For people with ulcers or ulcerative colitis: Do not use methotrexate. This medication can make these conditions worse by increasing the risk of ulcers (sores) in your gastrointestinal tract.
For people with rapidly growing tumors: Methotrexate can cause tumor lysis syndrome. This condition can occur after the treatment of certain cancers. It can cause problems with your electrolyte levels, which can lead to severe kidney failure or even death.
For people with pleural effusion or ascites: Pleural effusion is fluid around the lungs. Ascites is fluid in your abdomen. Methotrexate may stay in your body for a longer time if you have these medical problems. This could lead to more side effects.
For people with worsened psoriasis due to light exposure: If you’ve had psoriasis that gets worse from ultraviolet (UV) radiation or exposure to sunlight, methotrexate may cause this reaction to happen again.
Warnings for other groups
For pregnant women: Methotrexate can cause serious harm to a pregnancy. It can also cause fertility problems (make it harder to get pregnant). People with RA or psoriasis should not use this drug during pregnancy.
If you’re a woman of childbearing age, your doctor will likely give you a pregnancy test to make sure you’re not pregnant before starting this drug. You should use effective birth control during your treatment and for at least one menstrual cycle after stopping treatment with this drug. Call your doctor right away if you:
- miss a period
- think your birth control didn’t work
- become pregnant while taking this drug
If you’re a man, you should use effective birth control during your treatment and for at least 3 months after your treatment ends.
For women who are breastfeeding: Methotrexate passes through breast milk and can cause side effects in a child who is breastfed. Do not breastfeed while taking methotrexate. Talk with your doctor about the best way to feed your child.
For seniors: You’re more likely to have problems with their liver, kidneys, or bone marrow while taking methotrexate. You’re also more likely to have low folic acid levels. Your doctor should monitor you for these and other side effects.
For children: For psoriasis: This medication has not been studied in children with psoriasis. It should not be used to treat this condition in children younger than 18 years.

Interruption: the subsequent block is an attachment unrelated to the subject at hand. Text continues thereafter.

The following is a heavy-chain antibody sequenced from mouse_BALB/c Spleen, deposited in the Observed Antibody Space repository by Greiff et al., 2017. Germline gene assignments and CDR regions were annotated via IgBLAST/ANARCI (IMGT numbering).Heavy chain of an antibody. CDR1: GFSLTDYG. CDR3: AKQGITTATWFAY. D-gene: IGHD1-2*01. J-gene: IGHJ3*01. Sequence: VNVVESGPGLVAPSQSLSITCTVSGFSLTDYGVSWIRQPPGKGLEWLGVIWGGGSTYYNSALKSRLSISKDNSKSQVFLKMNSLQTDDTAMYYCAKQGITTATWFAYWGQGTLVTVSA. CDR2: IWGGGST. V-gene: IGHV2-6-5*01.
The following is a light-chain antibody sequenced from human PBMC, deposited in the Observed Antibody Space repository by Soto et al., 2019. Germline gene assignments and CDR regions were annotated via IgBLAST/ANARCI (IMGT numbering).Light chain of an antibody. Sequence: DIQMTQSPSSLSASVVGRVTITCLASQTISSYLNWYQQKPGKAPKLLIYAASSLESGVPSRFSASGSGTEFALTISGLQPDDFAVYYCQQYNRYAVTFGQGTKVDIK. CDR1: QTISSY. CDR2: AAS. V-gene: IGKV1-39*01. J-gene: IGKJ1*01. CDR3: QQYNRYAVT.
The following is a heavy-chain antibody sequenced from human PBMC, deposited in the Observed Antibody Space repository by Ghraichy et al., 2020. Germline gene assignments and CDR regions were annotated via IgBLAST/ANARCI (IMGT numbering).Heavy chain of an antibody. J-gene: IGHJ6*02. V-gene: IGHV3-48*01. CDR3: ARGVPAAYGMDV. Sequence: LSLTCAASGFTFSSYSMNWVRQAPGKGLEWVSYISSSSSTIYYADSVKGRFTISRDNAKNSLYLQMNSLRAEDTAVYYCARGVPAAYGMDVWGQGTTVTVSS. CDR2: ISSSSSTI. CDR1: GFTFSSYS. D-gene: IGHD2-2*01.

For polyarticular juvenile idiopathic arthritis: This medication has been studied in children ages 2–16 years with this condition.
All possible dosages and drug forms may not be included here. Your dosage, drug form, and how often you take the drug will depend on:
- your age
- the condition being treated
- how severe your condition is
- other medical conditions you have
- how you react to the first dose
Drug forms and strengths
- Form: subcutaneous injection (vial)
- 1 gm/40 mL (25 mg/mL)
- 50 mg/2 mL
- 100 mg/4 mL
- 200 mg/8 mL
- 250 mg/10 mL
- Form: subcutaneous injection (auto-injector)
- Strengths: 10 mg/0.4 mL, 12.5 mg/0.4 mL, 15 mg/0.4 mL, 17.5 mg/0.4 mL, 20 mg/0.4 mL, 22.5 mg/0.4 mL, 25 mg/0.4 mL
- Form: subcutaneous injection (auto-injector)
- Strengths: 7.5 mg/0.15 mL, 10 mg/0.2 mL, 12.5 mg/0.25 mL, 15 mg/0.3 mL, 17.5 mg/0.35 mL, 20 mg/0.4 mL, 22.5 mg/0.45 mL, 25 mg/0.5 mL, 30 mg/0.6 mL
Dosage for psoriasis
Adult dosage (ages 18–64 years)
- Typical starting dosage: 10–25 mg once per week.
- Maximum dosage: 30 mg once per week.
Child dosage (ages 0–17 years)
This drug has not been established as safe and effective for the treatment of psoriasis in this age group.
Senior dosage (ages 65 years and older)
Your kidneys may not work as well as they used to. This can cause your body to process drugs more slowly. As a result, a higher amount of a drug may stay in your body for a longer time. This raises your risk of side effects.
Your doctor may start you on a lower dosage or a different dosing schedule. This can help keep levels of this drug from building up too much in your body.
Dosage for rheumatoid arthritis
Adult dosage (ages 17–64 years)
- Typical starting dosage: 7.5 mg once per week.
Child dosage (ages 0–17 years)
This drug is not approved to treat RA in children.
Senior dosage (ages 65 years and older)
The kidneys of older adults may not work as well as they used to. This can cause your body to process drugs more slowly. As a result, more of a drug may stay in your body for a longer time. This raises your risk of side effects.
Your doctor may start you on a lowered dose or a different dosing schedule. This can help keep levels of this drug from building up too much in your body.
Dosage for polyarticular juvenile idiopathic arthritis (JIA)
Child dosage (ages 2–16 years)
- Typical starting dosage: 10 mg per meter squared (m2) of body surface area, once per week.
Child dosage (ages 0–1 year)
This drug has not been proven to be safe and effective for children younger than 2 years.
Disclaimer: Our goal is to provide you with the most relevant and current information. However, because drugs affect each person differently, we cannot guarantee that this list includes all possible dosages. This information is not a substitute for medical advice. Always speak with your doctor or pharmacist about dosages that are right for you.
Methotrexate is used for short-term or long-term treatment. Your length of treatment depends on the condition being treated. This drug comes with serious risks if you don’t take it as prescribed.
If you stop taking the drug suddenly or don’t take it at all: You may have problems that depend on the condition being treated.
- For RA or JIA: Your symptoms, such as inflammation and pain, may not go away or may get worse.